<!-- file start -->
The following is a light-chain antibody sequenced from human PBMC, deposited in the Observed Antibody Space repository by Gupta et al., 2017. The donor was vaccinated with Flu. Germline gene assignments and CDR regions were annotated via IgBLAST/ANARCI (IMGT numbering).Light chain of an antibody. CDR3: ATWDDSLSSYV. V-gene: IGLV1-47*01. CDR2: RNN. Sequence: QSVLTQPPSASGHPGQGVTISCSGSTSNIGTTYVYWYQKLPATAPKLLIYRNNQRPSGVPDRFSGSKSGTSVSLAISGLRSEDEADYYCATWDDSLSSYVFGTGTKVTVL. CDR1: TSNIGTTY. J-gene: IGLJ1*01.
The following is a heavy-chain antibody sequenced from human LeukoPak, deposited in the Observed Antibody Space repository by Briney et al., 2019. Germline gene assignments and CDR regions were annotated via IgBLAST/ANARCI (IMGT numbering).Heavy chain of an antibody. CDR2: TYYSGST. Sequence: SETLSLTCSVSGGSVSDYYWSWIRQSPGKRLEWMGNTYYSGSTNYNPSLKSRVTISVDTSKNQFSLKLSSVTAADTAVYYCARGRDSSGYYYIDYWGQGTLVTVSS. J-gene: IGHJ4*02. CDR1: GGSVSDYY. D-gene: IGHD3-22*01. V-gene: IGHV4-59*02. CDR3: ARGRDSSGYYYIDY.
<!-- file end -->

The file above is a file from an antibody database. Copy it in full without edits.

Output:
The following is a light-chain antibody sequenced from human PBMC, deposited in the Observed Antibody Space repository by Gupta et al., 2017. The donor was vaccinated with Flu. Germline gene assignments and CDR regions were annotated via IgBLAST/ANARCI (IMGT numbering).Light chain of an antibody. CDR3: ATWDDSLSSYV. V-gene: IGLV1-47*01. CDR2: RNN. Sequence: QSVLTQPPSASGHPGQGVTISCSGSTSNIGTTYVYWYQKLPATAPKLLIYRNNQRPSGVPDRFSGSKSGTSVSLAISGLRSEDEADYYCATWDDSLSSYVFGTGTKVTVL. CDR1: TSNIGTTY. J-gene: IGLJ1*01.
The following is a heavy-chain antibody sequenced from human LeukoPak, deposited in the Observed Antibody Space repository by Briney et al., 2019. Germline gene assignments and CDR regions were annotated via IgBLAST/ANARCI (IMGT numbering).Heavy chain of an antibody. CDR2: TYYSGST. Sequence: SETLSLTCSVSGGSVSDYYWSWIRQSPGKRLEWMGNTYYSGSTNYNPSLKSRVTISVDTSKNQFSLKLSSVTAADTAVYYCARGRDSSGYYYIDYWGQGTLVTVSS. J-gene: IGHJ4*02. CDR1: GGSVSDYY. D-gene: IGHD3-22*01. V-gene: IGHV4-59*02. CDR3: ARGRDSSGYYYIDY.